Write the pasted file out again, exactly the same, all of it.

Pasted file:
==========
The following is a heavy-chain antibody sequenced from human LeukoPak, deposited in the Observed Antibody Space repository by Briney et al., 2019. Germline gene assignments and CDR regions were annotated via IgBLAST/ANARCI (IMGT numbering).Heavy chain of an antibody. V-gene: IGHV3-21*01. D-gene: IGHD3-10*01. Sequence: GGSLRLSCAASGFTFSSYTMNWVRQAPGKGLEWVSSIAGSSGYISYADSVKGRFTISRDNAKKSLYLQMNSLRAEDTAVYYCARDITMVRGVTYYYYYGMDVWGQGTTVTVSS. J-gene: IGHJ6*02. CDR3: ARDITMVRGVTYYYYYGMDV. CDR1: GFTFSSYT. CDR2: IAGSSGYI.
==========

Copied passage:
The following is a heavy-chain antibody sequenced from human LeukoPak, deposited in the Observed Antibody Space repository by Briney et al., 2019. Germline gene assignments and CDR regions were annotated via IgBLAST/ANARCI (IMGT numbering).Heavy chain of an antibody. V-gene: IGHV3-21*01. D-gene: IGHD3-10*01. Sequence: GGSLRLSCAASGFTFSSYTMNWVRQAPGKGLEWVSSIAGSSGYISYADSVKGRFTISRDNAKKSLYLQMNSLRAEDTAVYYCARDITMVRGVTYYYYYGMDVWGQGTTVTVSS. J-gene: IGHJ6*02. CDR3: ARDITMVRGVTYYYYYGMDV. CDR1: GFTFSSYT. CDR2: IAGSSGYI.